Children with autism are much more likely than other kids to consider taking their own lives, new research suggests.
In what’s believed to be the largest study to date looking at suicide and autism, researchers found that children with the developmental disorder were 28 times more likely than typically developing kids to contemplate or attempt suicide. Among those with autism, kids who were bullied or teased and those with depression or behavior problems were at highest risk.
The study published recently in the journal Research in Autism Spectrum Disorders looked at nearly 800 kids with autism, almost 200 without the developmental disorder and 35 kids with depression and no autism diagnosis, all between the ages of 1 and 16. Researchers reviewed interviews with the children’s mothers and looked at clinical data on the kids.
Among those with autism, 14 percent had talked about harming or killing themselves or had attempted suicide. The severity of their diagnosis and IQ score did not appear to impact whether or not a child was at risk, but certain demographic factors did. Children with autism who were male, black or Hispanic, age 10 or older and those with lower socioeconomic status did appear to be more likely to have thought about suicide.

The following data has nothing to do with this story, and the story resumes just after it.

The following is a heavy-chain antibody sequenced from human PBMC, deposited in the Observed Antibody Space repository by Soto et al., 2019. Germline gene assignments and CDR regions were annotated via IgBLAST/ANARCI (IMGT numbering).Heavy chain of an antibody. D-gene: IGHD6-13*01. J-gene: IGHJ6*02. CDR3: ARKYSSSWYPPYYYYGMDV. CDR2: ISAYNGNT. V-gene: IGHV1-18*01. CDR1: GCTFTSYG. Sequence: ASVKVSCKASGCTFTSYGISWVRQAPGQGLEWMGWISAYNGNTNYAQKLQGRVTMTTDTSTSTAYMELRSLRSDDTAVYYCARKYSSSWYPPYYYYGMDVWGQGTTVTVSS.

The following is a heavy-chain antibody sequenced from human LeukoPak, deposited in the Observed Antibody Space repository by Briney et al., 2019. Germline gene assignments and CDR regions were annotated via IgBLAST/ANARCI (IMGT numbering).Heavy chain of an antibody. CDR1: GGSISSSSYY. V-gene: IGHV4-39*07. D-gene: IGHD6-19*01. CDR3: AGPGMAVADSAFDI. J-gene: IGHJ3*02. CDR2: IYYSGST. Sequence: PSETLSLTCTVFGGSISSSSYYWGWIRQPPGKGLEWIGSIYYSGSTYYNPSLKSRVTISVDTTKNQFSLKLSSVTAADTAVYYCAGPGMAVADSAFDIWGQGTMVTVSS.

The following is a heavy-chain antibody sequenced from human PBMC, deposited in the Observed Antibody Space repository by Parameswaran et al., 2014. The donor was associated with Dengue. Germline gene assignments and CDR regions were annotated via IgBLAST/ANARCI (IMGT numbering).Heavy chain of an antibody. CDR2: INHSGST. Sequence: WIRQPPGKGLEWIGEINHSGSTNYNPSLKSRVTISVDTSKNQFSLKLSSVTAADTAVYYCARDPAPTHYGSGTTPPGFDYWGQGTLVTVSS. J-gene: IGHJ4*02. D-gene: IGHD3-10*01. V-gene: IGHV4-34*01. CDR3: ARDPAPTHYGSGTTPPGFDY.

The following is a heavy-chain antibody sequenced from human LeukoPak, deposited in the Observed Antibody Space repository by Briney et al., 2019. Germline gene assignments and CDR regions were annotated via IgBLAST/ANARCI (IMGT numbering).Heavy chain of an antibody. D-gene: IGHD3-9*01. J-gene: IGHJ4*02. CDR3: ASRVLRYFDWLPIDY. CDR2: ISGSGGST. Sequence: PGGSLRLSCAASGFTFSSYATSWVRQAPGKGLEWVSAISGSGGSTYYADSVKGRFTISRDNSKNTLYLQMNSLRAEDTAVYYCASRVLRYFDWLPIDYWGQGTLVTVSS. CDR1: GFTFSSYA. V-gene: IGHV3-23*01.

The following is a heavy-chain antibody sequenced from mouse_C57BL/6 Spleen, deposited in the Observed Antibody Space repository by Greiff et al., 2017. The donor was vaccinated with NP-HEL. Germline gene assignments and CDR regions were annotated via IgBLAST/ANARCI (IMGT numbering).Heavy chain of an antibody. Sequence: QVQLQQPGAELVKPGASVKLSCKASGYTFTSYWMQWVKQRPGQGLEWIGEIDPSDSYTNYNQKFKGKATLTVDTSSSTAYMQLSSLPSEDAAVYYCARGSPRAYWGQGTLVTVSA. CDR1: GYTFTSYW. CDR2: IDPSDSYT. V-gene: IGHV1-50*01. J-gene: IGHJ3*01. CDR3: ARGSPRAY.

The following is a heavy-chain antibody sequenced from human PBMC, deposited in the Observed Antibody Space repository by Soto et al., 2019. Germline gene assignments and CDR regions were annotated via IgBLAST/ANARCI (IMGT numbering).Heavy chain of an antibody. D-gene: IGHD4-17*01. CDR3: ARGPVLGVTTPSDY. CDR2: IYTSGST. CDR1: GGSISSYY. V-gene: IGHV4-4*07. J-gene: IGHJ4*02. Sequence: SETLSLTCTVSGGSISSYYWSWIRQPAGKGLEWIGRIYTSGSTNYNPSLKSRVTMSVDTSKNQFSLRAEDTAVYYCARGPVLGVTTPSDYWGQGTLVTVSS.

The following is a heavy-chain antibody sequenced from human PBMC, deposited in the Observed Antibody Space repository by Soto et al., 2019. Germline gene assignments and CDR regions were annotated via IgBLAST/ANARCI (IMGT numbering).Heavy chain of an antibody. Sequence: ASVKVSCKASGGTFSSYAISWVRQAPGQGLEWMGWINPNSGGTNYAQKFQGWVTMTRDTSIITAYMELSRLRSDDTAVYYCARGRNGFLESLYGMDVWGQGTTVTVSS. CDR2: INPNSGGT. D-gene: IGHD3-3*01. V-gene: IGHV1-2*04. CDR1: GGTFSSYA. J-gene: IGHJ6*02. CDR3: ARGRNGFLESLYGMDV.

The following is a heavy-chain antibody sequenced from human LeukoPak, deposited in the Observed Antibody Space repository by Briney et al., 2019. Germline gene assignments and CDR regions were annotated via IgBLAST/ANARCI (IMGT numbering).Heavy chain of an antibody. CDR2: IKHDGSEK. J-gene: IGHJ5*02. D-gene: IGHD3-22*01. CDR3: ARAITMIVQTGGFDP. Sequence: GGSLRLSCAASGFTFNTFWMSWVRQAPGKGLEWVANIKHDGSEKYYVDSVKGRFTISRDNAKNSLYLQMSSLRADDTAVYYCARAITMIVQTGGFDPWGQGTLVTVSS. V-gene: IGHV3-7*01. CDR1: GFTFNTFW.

“That was probably the most important piece of the study,” said Angela Gorman of the Penn State College of Medicine who was one of the researchers behind the report. “If you fell into any of those categories and were rated to be autistic by a parent, the more categories you were a part of increased your chances for experiencing suicidal ideation or attempts.”
Despite the increased suicide risk for those with autism, such children were still three times less likely to consider taking their own lives than kids with depression alone, the study found.
Researchers said that the findings highlight the need for children with autism to be screened for suicide risk.